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Study to Test New Three-Drug Treatment for Pleural Mesothelioma

The makers of a VEGF-inhibitor called nintedanib are recruiting patients with unresectable pleural mesothelioma for a Phase III clinical trial of the drug in combination with standard chemotherapy.

The multicenter trial sponsored by drug maker Boehringer Ingelheim will eventually include a total of 450 mesothelioma patients, but preliminary results from the first 87 patients look promising. 

According to data presented at the 2017 American Society of Clinical Oncology Annual Meeting, adding nintedanib to pemetrexed and cisplatin improved the progression-free survival of pleural mesothelioma patients by almost four months over placebo.

In a 2016 study that went by the acronym ‘MAPS’, French researchers found that giving another VEGF inhibitor, called bevacizumab, along with pemetrexed and cisplatin lowered the risk of death from malignant mesothelioma by 23 percent.

VEGF’s Role in Mesothelioma

VEGF has been the focus of a number of cancer studies in recent years. The protein stimulates the formation of new blood vessels which are needed to support the growth of mesothelioma tumors.

Emerging evidence also suggests that VEGF may suppress the immune system’s response to malignant mesothelioma and other cancers.

Inhibiting VEGF with drugs like bevacizumab and nintedanib, therefore, may help fight mesothelioma on several levels.

A Boost for Chemotherapy

In the current study, researchers are trying to find out if nintedanib (Ofev) could enhance the effectiveness of mesothelioma chemotherapy like bevacizumab did, but without some of the dose-limiting side effects.

The LUME-Meso trial includes mesothelioma patients who have not yet been treated with chemotherapy. Patients are randomized to receive pemetrexed and cisplatin – the standard mesothelioma drug therapy combination – on the first day with the addition of either nintedanib or a placebo on each day after that.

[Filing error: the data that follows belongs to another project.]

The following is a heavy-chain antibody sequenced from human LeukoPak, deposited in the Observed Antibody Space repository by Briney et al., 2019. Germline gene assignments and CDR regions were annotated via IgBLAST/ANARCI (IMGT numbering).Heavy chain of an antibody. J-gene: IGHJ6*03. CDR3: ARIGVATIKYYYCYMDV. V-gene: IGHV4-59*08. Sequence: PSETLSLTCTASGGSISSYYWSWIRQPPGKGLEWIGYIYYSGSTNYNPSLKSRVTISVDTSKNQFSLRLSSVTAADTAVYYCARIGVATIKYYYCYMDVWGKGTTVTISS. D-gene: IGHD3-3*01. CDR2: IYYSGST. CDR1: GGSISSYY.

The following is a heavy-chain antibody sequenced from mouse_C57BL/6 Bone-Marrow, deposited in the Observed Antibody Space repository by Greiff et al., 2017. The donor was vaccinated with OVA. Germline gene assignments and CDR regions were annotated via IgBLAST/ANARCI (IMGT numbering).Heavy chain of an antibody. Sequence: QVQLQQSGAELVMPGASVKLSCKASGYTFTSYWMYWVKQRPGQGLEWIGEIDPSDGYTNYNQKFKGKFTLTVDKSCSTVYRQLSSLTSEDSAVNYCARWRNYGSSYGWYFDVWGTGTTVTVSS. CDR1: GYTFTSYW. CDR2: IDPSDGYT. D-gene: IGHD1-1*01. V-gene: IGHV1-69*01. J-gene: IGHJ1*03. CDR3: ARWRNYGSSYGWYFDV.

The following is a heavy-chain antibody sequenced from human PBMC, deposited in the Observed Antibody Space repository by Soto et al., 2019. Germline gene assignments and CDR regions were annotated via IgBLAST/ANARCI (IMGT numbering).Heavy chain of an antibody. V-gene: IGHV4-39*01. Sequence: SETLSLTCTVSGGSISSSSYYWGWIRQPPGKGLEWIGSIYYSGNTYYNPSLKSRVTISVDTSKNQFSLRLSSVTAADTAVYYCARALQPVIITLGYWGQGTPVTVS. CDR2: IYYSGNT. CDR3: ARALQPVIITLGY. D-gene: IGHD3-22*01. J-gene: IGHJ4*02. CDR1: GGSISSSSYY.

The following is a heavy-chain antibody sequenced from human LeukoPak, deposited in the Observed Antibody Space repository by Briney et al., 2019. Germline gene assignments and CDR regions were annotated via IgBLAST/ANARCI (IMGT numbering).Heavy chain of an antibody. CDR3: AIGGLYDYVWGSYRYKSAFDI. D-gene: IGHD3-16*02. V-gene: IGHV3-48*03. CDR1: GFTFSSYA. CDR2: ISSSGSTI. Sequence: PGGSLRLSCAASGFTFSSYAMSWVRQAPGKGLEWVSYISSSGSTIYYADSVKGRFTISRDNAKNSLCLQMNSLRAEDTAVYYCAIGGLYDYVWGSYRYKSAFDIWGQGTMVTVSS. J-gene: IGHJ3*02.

The full cycle lasts for 21 days and trial participants are eligible to undergo up to six 21-day cycles.

“Patients without disease progression who are eligible to continue study treatment will receive maintenance treatment with nintedanib or placebo until disease progression or undue toxicity,” writes Italian researcher Giorgio Scagliotti of the University of Turin, first author on the study summary in Clinical Lung Cancer.

Researchers will continue to track progression-free survival, the amount of time it takes for mesothelioma tumors to start growing again on the treatment. They are also evaluating the level of disease control and overall mesothelioma survival.

The active Phase III trial is open to patients with confirmed disease who have not had chemotherapy or radiotherapy and are expected to live for at least three months. Patients cannot have significant liver or heart disease. More information can be found at clinicaltrials.gov.


Scagliotti, GV, et al, “LUME-Meso: Design and Rationale of the Phase III Part of a Placebo-Controlled Study of Nintedanib and Pemetrexed/Cisplatin Followed by Maintenance Nintedanib in Patients With Unresectable Malignant Pleural Mesothelioma”, March 22, 2017, Clinical Lung Cancer, Epub ahead of print.

Levin, PA, and Dowell, JE, “Spotlight on bevacizumab and its potential in the treatment of malignant pleural mesothelioma: the evidence to date”, April 7, 2017, OncoTargets and Therapy, 2057-2066

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